Locals want changes to boundary proposals
Carbonear presenters shut down commission’s suggestions
With proposed district boundary changes making headlines across the province over the past few weeks, it is no surprise dozens of people turned out for a public hearing last Thursday to share their thoughts on the proposed changes.
The common discussion in the conference room at Fong’s Motel and Restaurant prior to the meeting focused on disappointment over the proposed boundaries provided by the all male, fivemember Newfoundland and Labrador Electoral Districts Boundaries Commission.
Victoria Coun. Glenn Clarke was the first to approach the microphone. His displeasure with the Trinity-Carbonear proposal, which will take in most of TrinityBay de Verde to Bristol’s Hope, and what he called “an attack on rural Newfoundland and Labrador.”
“I see MHA pitted against
MHA, I see friend pitted against friend, neighbour against neighbour,” Clarke stated. “I see absolutely no consideration given for the people that it most affects.”
He suggested the commission look at the past to help determine the new boundaries, using the former Carbonear district as an example. That district encompassed the north shore of Conception Bay to Carbonear. Clarke would like to see CarbonearHarbour Grace join with the north shore.
Harbour Grace Coun. Gord Stone was second to present, but noted if Harbour Grace were to join the Port de Grave district as is outlined in the proposals, Bristol’s Hope must come too. Harbour Grace is responsible for many services provided in the community.
So far, a main part of the decision for boundary execution has been population, which was confirmed by commission chair Justice Robert Stack. The population can deviate by 10 per cent of 13,550 people. Coffey told Stone adding 271 people form Bristol’s Hope to Port de Grave-Harbour Grace would push it up to 11.5 per cent above the allowable population of a district.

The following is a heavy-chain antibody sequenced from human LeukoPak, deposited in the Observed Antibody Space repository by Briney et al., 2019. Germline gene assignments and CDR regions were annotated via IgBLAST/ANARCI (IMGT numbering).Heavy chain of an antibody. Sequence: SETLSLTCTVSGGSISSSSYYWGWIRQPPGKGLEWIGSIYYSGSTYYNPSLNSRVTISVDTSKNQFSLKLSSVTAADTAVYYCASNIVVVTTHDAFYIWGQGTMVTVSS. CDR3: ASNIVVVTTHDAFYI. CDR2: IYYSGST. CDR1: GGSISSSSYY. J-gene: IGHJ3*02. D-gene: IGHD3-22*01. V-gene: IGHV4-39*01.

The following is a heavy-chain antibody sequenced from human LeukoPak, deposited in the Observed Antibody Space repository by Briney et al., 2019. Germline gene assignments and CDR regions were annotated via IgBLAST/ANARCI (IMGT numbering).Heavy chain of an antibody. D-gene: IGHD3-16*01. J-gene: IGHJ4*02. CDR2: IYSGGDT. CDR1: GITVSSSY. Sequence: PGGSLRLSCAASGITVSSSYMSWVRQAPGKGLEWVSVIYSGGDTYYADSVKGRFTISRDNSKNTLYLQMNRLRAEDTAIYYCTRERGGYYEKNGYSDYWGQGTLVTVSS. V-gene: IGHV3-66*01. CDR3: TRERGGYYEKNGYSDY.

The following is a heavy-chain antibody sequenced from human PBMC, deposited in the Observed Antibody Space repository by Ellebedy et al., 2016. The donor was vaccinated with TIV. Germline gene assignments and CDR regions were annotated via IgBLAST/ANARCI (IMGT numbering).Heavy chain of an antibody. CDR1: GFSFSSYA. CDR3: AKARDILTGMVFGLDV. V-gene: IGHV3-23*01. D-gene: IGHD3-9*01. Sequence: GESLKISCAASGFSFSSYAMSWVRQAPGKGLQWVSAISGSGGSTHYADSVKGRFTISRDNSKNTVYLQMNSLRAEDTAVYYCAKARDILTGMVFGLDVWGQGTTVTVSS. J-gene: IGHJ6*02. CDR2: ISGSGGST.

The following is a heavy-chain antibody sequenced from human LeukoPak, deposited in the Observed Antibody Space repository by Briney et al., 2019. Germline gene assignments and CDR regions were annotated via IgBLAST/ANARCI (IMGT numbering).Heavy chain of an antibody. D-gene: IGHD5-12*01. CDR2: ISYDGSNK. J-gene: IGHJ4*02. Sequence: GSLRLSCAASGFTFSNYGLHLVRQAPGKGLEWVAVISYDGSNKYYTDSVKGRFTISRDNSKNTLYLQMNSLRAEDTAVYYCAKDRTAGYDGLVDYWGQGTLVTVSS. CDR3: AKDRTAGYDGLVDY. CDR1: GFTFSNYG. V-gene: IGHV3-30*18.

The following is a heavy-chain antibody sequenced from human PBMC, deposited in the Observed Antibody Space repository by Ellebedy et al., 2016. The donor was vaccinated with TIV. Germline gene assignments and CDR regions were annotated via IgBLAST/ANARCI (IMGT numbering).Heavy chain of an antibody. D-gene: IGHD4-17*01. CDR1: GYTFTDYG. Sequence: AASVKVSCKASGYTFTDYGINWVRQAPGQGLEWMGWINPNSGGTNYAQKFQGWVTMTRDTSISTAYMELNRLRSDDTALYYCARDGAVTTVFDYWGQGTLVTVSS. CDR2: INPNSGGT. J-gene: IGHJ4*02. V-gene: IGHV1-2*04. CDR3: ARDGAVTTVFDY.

“I realize that if you’re just going to stick to numbers, the presentations are not going to make a whole lot of sense to the commission,” Stone explained. “We see the people as more significant as the numbers.”
Carbonear resident Al Stacey is a member of Community Linkages, an organiza- tion that aims to protect the rural parts of Newfoundland and Labrador.
One of Stacey’s arguments about the changes is that there will continue to be a “plethora” of MHAs in the greater St. John’s area because the new boundaries are population based. He believes that a community may have in excess of 14,000 residents and share the same issues and values, and two MHAs to cover that same region is not as useful as having another added to rural Newfoundland.
Clarke’s Beach Mayor Betty Moore, Makinsons resident Ivy Anthony, Bay de Verde student Blake Potter and CarbonearHarbour Grace MHA Sam Slade also voiced their concerns.
Issues ranged from the importance of keeping communities together to the removal of Bay de Verde from the official district name in Trinity-Carbonear to the belief that some communities will not get equal representation.
“Our town believes we have been well represented by the district of Port de Grave,” Moore said. South River, Clarke’s Beach and Makinsons are proposed to move to the Harbour Main district.
Slade preached the need to keep Carbonear and Harbour Grace together based on shared interests.
Clarke’s Beach Mayor Betty Moore presents to the Newfoundland and Labrador Electoral Districs Boundaries Commission at Fong’s Motel and Restaurant in Carbonear on April 23.